See me on TV next week

I’ve been invited to participate on a panel for Dialogue TV and Radio next week. The discussion topic is ‘Education Reform from the perspective of the classroom’ and I’ll be one of three panelists.

I thought in preparation I’d organize my thoughts in a blog entry. The taping is next week, so please comment if you have any suggestions.

The first thing that needs to be done in any discussion about ‘reform’ in 2011 is to define what’s meant by ‘reform.’ To the public it means the dictionary definition — some kind of change intended to improve something. But in the last few years the word ‘reform’ has been claimed by a small group of powerful people when they dubbed themselves the ‘reformers.’ When teachers hear that someone is a ‘reformer’ it conjures up a negative image because the style of reform they advocate is based on increasing charter schools (choice) and tying teacher evaluations to standardized test scores (accountability). ‘Reform,’ ‘Choice,’ and ‘Accountability’ are three very nice sounding words and they were designed to be. And when you believe that this style of reform won’t work and are in favor of different types of reform, you are not a ‘reformer,’ but an ‘anti-reformer’ which makes you sound like you don’t think education should be improved.

So when I think about ‘reform’ from the perspective of the classroom, there are two answers depending on which definition of ‘reform.’

If my principal were to tell my staff of a new practice that he observed at another school, like having a student summarize the lesson at the end of class, the principal might tell the staff that he’d like to see everyone doing this practice. He’d explain the rationale, about how it improves retention and how it encourages students to synthesize the lesson. Now he could say that it is optional or that it is mandatory. If he says it is optional, some, who think it is a good use of time, will do it, while the rest won’t. If he says it is mandatory, well, teachers are pretty obedient when they are told they have to do something so almost everyone will do it, but those who don’t really think it is a good idea will do it with the minimum amount of enthusiasm. The principal might be OK with this if half the people are doing it with gusto and half are at least doing it.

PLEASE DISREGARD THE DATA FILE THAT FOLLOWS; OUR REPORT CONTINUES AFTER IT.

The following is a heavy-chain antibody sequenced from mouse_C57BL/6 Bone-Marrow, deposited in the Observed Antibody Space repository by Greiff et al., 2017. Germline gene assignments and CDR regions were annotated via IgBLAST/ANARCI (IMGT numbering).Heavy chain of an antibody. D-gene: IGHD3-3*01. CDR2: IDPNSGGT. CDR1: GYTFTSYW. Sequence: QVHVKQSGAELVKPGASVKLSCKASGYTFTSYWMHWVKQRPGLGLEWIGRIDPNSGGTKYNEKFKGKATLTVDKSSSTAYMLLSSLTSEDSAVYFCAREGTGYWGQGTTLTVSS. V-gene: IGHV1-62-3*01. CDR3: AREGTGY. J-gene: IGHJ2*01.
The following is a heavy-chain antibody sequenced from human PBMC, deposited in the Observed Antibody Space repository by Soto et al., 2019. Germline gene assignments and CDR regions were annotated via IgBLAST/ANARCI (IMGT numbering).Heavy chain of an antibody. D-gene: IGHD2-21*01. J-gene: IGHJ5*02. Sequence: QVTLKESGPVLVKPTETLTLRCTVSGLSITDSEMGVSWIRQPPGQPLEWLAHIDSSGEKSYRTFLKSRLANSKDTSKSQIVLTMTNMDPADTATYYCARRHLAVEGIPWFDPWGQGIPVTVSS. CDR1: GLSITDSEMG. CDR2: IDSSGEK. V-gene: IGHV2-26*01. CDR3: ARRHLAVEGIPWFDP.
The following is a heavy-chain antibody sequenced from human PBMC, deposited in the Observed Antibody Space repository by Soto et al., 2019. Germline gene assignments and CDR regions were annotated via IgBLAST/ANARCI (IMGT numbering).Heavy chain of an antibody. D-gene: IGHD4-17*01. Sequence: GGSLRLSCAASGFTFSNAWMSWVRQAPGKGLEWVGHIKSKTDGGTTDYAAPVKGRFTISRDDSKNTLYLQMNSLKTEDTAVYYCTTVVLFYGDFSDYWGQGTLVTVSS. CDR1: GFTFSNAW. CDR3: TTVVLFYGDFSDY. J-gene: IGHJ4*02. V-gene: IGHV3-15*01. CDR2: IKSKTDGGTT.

But when you get to the ‘reforms’ as dictated by the ‘reformers’ it’s a bit different. The ‘reformers’ want to see those standardized test scores go up. So if teachers are told that they must get the scores up or face the consequences, well, they might be facing a dilemma. You see, to get those scores up might require abandoning true learning and substituting it for test prep. This cheats the kids.